Sand to Snow: Global War 1915
May 1, 2015 - April 17, 2016, Exhibit Hall
The year 1915 was pivotal in terms of the world-wide involvement in the war. World War I was the first truly global war starting in Europe, then spreading to Africa, Asia and the Near East. The European powers mobilized their colonies and commonwealths around the world. Soldiers and laborers from Southeast Asia, India, Africa and the Caribbean were sent to Europe and the Near East to fight. Particularly, the British Commonwealth nations of Canada, Australia, New Zealand and South Africa made a decisive impact.
Sand to Snow: Global War 1915 illustrates the convergence of diverse military, political, economic and social forces of the combatant nations and neutral countries. The faces, actions, voices and objects of the people, often from an individual viewpoint, serve as our guides. Their contributions and sacrifices are the central themes.
The exhibition showcases objects and documents from more than 20 countries across the world – the most encompassing special exhibition in the Museum’s history – including Bulgaria, The Netherlands, Russia, Switzerland, Australia, India, Germany, Montenegro, Poland and the United States. The vast majority of items are on exhibition for the first time at the Museum.
The diversion of European factories to war production disrupted the entire world economy. To fight a global war the combatant nations incurred enormous debts to produce the weapons, ammunition and equipment necessary. Soldiers and sailors fighting across the globe required uniforms, supplies and food.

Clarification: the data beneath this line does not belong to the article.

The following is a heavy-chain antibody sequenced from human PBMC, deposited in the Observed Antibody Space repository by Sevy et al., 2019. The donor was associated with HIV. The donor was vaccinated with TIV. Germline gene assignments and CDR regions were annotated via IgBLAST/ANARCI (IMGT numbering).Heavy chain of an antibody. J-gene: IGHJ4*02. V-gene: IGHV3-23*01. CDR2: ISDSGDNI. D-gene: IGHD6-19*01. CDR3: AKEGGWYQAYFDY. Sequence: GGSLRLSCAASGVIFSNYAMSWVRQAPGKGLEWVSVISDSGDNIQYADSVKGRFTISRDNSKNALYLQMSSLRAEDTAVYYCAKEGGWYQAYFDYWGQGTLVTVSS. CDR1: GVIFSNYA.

The United States remained politically neutral, not wanting to be drawn into a European war, but sold war material to both the Allies and Central Powers.
Open from May 1, 2015 through April 17, 2016 in Exhibit Hall, Sand to Snow: Global War 1915 is the latest in the Museum's series of exhibitions commemorating the World War I Centennial.
This Indian knee-length khaki cotton tunic known as a "kurta" has a button front closure and pleated patch pockets with Commonwealth general service buttons, Corporal rank chevrons, Bugler insignias, "41L" unit shoulder titles and a medal ribbon bar.
Ottoman Empire (Turkish) Infantry rank insignia shoulder board for a Major.
Australian/New Zealand cribbage board and writing utensil box from Suvla Bay Gallipoli, Aug. 6, 1915. (Note that the maker misspelled Suvla.)
Souvenir paperweight for the RMS Lusitania. Even before the sinking of the RMS Lusitania, a Cunard Liner, it was popular among the culture at the time.
The Australian service dress jacket was made of Australian wool and its loose fit, in contrast to the British service, gave the wearer more allowance for movement.
Folding deck chair from the RMS Lusitania, prior to the fateful day in May 1915.
The cavalry known as the Ulan in the Austro-Hungarian Army, the K.u.K. – Kaiserlich und Königlich, wore distinctive uniforms for the service branch.
A Turkish Flag
This Imperial German M1915 "gummi" gas mask made its first appearance on the line in the fall of 1915. It is made of rubberized fabric with two celluloid eyepieces and a screw-off replaceable filter.
This Austro-Hungarian shako was worn by an officer who served in Italy as shown by the Isonzo-Armee 1915 badge. Other badges include an attack soldier badge and a machine gun unit badge.